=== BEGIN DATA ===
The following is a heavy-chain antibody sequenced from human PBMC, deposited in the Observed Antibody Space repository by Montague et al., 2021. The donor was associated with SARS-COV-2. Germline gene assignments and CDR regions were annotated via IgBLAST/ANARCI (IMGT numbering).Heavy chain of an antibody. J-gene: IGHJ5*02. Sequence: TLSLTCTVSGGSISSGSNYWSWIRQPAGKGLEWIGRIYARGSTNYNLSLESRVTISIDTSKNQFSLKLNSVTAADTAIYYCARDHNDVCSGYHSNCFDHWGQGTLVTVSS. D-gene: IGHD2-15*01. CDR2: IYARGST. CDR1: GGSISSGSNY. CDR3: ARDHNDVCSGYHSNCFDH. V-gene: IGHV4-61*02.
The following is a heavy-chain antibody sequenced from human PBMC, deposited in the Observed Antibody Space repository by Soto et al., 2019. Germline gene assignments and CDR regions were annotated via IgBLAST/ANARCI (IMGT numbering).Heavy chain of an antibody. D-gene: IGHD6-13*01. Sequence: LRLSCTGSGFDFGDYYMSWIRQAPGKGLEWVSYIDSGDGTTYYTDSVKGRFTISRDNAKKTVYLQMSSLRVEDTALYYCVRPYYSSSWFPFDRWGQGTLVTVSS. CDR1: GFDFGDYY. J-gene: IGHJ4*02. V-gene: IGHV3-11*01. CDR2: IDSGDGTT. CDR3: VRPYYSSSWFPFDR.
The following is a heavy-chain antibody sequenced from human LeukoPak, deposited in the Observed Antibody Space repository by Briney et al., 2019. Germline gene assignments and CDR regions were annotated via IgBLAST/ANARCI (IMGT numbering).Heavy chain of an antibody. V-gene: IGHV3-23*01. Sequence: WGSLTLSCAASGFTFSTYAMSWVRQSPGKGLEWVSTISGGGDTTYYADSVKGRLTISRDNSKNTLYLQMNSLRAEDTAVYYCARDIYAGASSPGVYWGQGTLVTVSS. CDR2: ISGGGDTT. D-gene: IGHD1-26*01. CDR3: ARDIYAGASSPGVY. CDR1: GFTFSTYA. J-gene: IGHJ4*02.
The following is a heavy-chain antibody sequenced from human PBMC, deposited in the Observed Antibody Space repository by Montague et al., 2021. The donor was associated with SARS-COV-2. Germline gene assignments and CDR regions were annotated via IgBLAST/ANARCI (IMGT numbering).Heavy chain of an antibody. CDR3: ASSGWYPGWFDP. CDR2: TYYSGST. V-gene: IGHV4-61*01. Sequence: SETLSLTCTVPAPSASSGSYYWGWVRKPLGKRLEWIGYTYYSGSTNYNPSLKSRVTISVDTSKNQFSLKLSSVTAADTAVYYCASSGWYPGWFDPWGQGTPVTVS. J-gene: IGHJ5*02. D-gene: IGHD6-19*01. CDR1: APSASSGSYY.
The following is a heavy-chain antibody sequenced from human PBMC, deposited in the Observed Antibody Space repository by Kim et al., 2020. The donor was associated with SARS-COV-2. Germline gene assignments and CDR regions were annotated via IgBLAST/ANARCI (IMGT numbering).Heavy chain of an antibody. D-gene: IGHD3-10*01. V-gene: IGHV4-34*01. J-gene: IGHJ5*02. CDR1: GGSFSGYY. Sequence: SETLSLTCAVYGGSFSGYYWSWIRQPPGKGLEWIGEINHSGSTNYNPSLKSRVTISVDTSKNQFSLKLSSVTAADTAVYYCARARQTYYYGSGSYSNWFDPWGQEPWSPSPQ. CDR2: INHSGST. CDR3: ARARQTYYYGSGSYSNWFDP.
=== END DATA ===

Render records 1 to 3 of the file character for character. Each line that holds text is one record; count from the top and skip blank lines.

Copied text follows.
The following is a heavy-chain antibody sequenced from human PBMC, deposited in the Observed Antibody Space repository by Montague et al., 2021. The donor was associated with SARS-COV-2. Germline gene assignments and CDR regions were annotated via IgBLAST/ANARCI (IMGT numbering).Heavy chain of an antibody. J-gene: IGHJ5*02. Sequence: TLSLTCTVSGGSISSGSNYWSWIRQPAGKGLEWIGRIYARGSTNYNLSLESRVTISIDTSKNQFSLKLNSVTAADTAIYYCARDHNDVCSGYHSNCFDHWGQGTLVTVSS. D-gene: IGHD2-15*01. CDR2: IYARGST. CDR1: GGSISSGSNY. CDR3: ARDHNDVCSGYHSNCFDH. V-gene: IGHV4-61*02.
The following is a heavy-chain antibody sequenced from human PBMC, deposited in the Observed Antibody Space repository by Soto et al., 2019. Germline gene assignments and CDR regions were annotated via IgBLAST/ANARCI (IMGT numbering).Heavy chain of an antibody. D-gene: IGHD6-13*01. Sequence: LRLSCTGSGFDFGDYYMSWIRQAPGKGLEWVSYIDSGDGTTYYTDSVKGRFTISRDNAKKTVYLQMSSLRVEDTALYYCVRPYYSSSWFPFDRWGQGTLVTVSS. CDR1: GFDFGDYY. J-gene: IGHJ4*02. V-gene: IGHV3-11*01. CDR2: IDSGDGTT. CDR3: VRPYYSSSWFPFDR.
The following is a heavy-chain antibody sequenced from human LeukoPak, deposited in the Observed Antibody Space repository by Briney et al., 2019. Germline gene assignments and CDR regions were annotated via IgBLAST/ANARCI (IMGT numbering).Heavy chain of an antibody. V-gene: IGHV3-23*01. Sequence: WGSLTLSCAASGFTFSTYAMSWVRQSPGKGLEWVSTISGGGDTTYYADSVKGRLTISRDNSKNTLYLQMNSLRAEDTAVYYCARDIYAGASSPGVYWGQGTLVTVSS. CDR2: ISGGGDTT. D-gene: IGHD1-26*01. CDR3: ARDIYAGASSPGVY. CDR1: GFTFSTYA. J-gene: IGHJ4*02.